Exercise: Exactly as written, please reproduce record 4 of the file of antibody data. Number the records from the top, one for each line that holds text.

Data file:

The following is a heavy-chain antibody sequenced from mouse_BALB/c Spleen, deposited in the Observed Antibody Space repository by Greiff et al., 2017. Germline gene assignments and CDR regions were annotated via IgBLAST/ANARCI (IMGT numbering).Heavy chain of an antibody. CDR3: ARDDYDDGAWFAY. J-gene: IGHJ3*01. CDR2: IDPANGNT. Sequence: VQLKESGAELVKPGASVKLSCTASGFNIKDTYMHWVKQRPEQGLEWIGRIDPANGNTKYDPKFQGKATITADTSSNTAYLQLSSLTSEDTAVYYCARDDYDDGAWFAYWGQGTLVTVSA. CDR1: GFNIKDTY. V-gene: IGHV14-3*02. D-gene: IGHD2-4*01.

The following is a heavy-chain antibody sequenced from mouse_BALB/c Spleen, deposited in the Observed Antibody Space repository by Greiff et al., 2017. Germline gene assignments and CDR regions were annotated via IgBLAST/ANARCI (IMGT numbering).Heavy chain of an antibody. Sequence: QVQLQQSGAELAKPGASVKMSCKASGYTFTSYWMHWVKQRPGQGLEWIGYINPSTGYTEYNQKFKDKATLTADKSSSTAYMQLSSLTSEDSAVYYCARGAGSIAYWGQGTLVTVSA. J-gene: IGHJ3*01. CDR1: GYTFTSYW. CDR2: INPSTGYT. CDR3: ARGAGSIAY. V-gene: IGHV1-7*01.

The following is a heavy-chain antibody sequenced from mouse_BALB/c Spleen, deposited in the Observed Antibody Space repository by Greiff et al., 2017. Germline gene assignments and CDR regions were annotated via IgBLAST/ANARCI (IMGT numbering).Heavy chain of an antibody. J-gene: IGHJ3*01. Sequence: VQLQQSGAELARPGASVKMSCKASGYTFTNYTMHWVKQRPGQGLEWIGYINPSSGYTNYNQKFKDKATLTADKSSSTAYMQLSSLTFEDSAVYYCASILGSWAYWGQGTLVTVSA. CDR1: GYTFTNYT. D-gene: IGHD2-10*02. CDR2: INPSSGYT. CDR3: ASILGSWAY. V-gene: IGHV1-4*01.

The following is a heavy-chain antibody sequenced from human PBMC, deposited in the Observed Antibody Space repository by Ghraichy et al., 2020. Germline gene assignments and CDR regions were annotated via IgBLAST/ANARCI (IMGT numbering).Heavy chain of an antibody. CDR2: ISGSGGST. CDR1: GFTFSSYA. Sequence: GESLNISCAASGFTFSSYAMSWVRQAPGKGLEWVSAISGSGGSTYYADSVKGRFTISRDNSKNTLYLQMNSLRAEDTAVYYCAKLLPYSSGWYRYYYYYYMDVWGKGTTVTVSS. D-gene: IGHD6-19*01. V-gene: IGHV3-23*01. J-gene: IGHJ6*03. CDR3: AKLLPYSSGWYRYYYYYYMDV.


The following is a heavy-chain antibody sequenced from human PBMC, deposited in the Observed Antibody Space repository by Ghraichy et al., 2020. Germline gene assignments and CDR regions were annotated via IgBLAST/ANARCI (IMGT numbering).Heavy chain of an antibody. CDR2: ISGSGGST. CDR1: GFTFSSYA. Sequence: GESLNISCAASGFTFSSYAMSWVRQAPGKGLEWVSAISGSGGSTYYADSVKGRFTISRDNSKNTLYLQMNSLRAEDTAVYYCAKLLPYSSGWYRYYYYYYMDVWGKGTTVTVSS. D-gene: IGHD6-19*01. V-gene: IGHV3-23*01. J-gene: IGHJ6*03. CDR3: AKLLPYSSGWYRYYYYYYMDV.